"What went wrong?"
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That's what I imagine a lot of convicted criminals find themselves thinking, sitting in their cell as they play over in their mind the events that led them to their imprisonment. So in this week's installment of odd and unusual credit card crimes, I'm going to be my usual helpful self and explain where these alleged crooks went wrong.
Credit card safety tip: Check your dry cleaning
Crime: Credit card theft
Location: Chagrin Falls, Ohio
Play-by-play: The Cleveland Plain Dealer reported on Oct. 5 that in aptly named Chagrin Falls, an employee (now presumably an ex-employee) of a dry cleaner was accused of taking a credit card left in some clothing dropped off by a customer.
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The unnamed Twinsburg man allegedly took the credit card to several Giant Eagle gas stations and purchased approximately "$400 worth of goods," the Dealer says. Given that these were convenience stores, I somehow find myself imagining him stocking up on Slim Jims and beer, but who knows? Anyway, for a while, it must have seemed to the 53-year-old that he had gotten away with his shopping spree.
What went wrong: It wasn't just the surveillance video, but maybe - just maybe - he shouldn't have used his own Giant Eagle Advantage Card to get discount points on his personal store account while using the stolen credit card at those Giant Eagle gas stations. Looking back on it, that may have been a mistake.
Credit card safety tip: Choose your restaurant carefully
Crime: Fraudulent use of a credit card
Location: Portsmouth, N.H.
Play-by-play: According to an Associated Press report, police in Portsmouth, N.H., charge that former restaurant owner Brian Pearson, 28, placed nearly $2,500 worth of charges (averaging $65 a pop) on as many as 37 people's credit cards for about nine months ending May 2011. However, authorities - as they began getting phone calls from the victims - started to see a pattern.
What went wrong: He went from being a boss to being a crime boss. All of Pearson's victims, at one time or another, had visited Bella Sol, a local restaurant owned by Pearson, and in each case, they had been double billed for their meals. If Pearson was trying to rip off his customers quietly…well, he may have been quiet personally, but his paper trail was quite loud.
Interesting tidbit: And while it looks at first glance as if Pearson may have been trying to stave off financial problems with his restaurant shutting down, the double billing didn't go to, say, paying off a landlord or a food supplier. Some of his alleged purchases went toward monthly gym membership fees and a visit to a Connecticut casino.
Credit card safety tip: Guard your mailbox
Crime: Mail theft
Location: Bellingham, Wash.
Play-by-play: Police arrested a man and woman - their identities haven't been released yet - earlier this week, according to KIRO-TV. They are suspected of stealing at least a dozen checks and credit cards from mailboxes. With the stolen credit cards, they would buy expensive items and, the next day, return them to the store for a cash refund.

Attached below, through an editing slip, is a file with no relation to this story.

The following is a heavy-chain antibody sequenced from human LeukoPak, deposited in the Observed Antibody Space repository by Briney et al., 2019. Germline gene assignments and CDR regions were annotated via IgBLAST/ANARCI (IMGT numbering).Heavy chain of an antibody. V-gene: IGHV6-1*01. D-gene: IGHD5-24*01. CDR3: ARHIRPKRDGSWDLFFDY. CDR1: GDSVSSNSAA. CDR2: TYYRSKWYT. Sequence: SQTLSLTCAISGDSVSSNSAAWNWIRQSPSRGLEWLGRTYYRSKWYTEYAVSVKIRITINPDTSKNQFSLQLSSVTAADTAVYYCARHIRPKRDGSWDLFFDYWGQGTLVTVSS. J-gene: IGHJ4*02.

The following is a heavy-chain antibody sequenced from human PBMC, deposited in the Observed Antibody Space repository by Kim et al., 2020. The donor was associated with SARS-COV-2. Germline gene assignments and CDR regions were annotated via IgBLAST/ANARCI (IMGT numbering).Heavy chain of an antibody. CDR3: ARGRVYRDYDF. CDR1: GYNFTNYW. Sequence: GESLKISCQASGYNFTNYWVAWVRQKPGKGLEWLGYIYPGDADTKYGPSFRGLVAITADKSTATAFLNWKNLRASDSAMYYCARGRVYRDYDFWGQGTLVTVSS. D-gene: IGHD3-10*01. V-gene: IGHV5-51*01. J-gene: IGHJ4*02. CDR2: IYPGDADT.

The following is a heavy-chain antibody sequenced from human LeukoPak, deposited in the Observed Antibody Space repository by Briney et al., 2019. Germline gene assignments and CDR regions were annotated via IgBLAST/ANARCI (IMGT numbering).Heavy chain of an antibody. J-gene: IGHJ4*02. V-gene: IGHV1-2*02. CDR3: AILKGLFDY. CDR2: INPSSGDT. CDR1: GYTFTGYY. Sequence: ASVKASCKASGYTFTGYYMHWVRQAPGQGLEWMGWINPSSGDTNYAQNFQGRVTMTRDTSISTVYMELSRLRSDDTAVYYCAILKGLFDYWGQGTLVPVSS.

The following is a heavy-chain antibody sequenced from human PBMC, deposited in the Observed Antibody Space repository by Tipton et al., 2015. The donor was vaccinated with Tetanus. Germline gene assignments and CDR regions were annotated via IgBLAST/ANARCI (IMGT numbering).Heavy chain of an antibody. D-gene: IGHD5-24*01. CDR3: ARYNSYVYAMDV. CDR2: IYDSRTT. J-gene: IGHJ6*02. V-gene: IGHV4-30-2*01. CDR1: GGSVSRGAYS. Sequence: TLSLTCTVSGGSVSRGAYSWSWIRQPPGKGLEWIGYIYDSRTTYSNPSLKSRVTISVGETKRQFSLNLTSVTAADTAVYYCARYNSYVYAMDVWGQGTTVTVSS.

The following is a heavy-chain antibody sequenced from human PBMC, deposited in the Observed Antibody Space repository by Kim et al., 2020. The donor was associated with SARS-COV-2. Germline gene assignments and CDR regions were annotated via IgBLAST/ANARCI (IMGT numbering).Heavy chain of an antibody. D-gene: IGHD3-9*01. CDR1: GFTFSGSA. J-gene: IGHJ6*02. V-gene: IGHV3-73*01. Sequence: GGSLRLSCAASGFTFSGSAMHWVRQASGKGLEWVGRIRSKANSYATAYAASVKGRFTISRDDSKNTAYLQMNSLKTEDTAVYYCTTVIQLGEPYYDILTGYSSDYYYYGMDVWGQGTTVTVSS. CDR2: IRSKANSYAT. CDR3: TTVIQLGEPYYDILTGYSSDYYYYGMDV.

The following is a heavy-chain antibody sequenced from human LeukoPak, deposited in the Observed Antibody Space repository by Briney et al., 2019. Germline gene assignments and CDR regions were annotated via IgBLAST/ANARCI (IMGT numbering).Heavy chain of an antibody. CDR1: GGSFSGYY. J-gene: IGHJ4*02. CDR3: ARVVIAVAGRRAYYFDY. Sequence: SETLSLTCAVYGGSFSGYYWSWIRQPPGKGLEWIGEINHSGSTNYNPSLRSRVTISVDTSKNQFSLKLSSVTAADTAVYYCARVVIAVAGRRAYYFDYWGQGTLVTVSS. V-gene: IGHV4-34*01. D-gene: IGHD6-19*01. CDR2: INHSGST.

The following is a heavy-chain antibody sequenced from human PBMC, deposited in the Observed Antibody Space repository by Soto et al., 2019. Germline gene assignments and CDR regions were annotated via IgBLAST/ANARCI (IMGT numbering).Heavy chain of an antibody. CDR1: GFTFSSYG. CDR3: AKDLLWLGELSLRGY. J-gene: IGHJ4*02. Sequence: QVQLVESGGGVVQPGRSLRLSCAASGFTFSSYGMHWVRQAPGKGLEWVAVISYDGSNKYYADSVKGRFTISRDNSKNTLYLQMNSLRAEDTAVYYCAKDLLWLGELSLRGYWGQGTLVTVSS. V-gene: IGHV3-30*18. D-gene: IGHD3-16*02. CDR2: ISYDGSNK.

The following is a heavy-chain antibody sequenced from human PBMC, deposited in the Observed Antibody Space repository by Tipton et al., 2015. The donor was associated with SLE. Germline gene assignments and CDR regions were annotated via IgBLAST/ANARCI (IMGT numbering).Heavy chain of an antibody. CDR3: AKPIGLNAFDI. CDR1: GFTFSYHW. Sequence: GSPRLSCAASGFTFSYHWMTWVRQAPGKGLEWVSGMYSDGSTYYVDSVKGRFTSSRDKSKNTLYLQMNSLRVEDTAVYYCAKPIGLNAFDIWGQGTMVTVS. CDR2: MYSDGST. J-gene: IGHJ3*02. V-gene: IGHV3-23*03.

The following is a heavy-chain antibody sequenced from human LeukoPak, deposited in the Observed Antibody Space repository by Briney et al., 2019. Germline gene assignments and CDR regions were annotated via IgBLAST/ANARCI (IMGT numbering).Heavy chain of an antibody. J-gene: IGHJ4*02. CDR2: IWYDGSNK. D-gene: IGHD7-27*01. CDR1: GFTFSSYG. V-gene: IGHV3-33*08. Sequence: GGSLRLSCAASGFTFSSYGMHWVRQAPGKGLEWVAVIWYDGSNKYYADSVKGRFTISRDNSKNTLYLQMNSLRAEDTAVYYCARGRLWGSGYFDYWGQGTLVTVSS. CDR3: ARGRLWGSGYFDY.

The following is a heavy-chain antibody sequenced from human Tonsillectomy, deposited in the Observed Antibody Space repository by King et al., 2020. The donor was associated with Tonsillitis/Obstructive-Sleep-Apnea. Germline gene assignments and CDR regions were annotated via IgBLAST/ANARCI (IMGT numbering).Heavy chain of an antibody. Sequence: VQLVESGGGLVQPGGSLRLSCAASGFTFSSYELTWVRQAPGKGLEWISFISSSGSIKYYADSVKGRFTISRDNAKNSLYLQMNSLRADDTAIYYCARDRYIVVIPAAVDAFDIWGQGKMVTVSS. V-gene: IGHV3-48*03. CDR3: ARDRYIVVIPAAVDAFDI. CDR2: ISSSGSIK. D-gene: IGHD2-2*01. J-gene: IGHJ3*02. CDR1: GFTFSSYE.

Police say they were successful because they were so conspicuous and obvious about what they were doing that nobody suspected anything. The couple drove around in a red pickup truck with a flashing orange light on top, assuming that anyone who noticed them would figure that they were driving around on some official duty.
What went wrong: Going about their crime for too long, perhaps? Once the police got wind of what was happening, finding those suspects was pretty easy. They found a red pickup truck with a flashing orange light - one block away from the police department - and then pulled it over.
Credit card safety tip: Watch your wallet
Crime: Theft, identity theft and forgery
Location: Joliet, Ill.
Play-by-play: About a week ago, according to The Herald-News in Joliet, Ill., a man was in a Walgreens when his wallet fell from his pocket. Two minutes later, surveillance video showed a woman identified as Margaret T. Davis, 51, picking it up. She didn't take it to the lost and found.
Instead, Davis, along with her husband and 29-year-old son, allegedly used a credit card from the stolen wallet to buy cellphones as well as to purchase some things at a gas station and grocery store. They also attempted - evidently unsuccessfully - to get money from an ATM at a Walmart.
One can imagine that the Davis family must have felt pretty happy about their newfound fortune, and perfectly safe since this was, after all, a clear case of finders keepers, losers weepers. No judge in any playground would ever convict them.
Unfortunately, for them, a judge in a courtroom might. The day after the spree, Davis was pulled over by a police officer, who had quickly discovered the credit card theft and was able to speedily track her down.
What went wrong: The man whose wallet had been taken notified his bank and viewed the surveillance video with a detective. The next day, he saw a car that looked like the one that Davis had been driving. But what exactly did Davis do that made it so easy for her to be caught? Well, the man who lost the wallet had the initiative and experience to act fast.
He was a police officer who was on duty when he spotted Davis's car and pulled her over.
The original article can be found at CardRatings.com:
Foiled again! Botched credit card crimes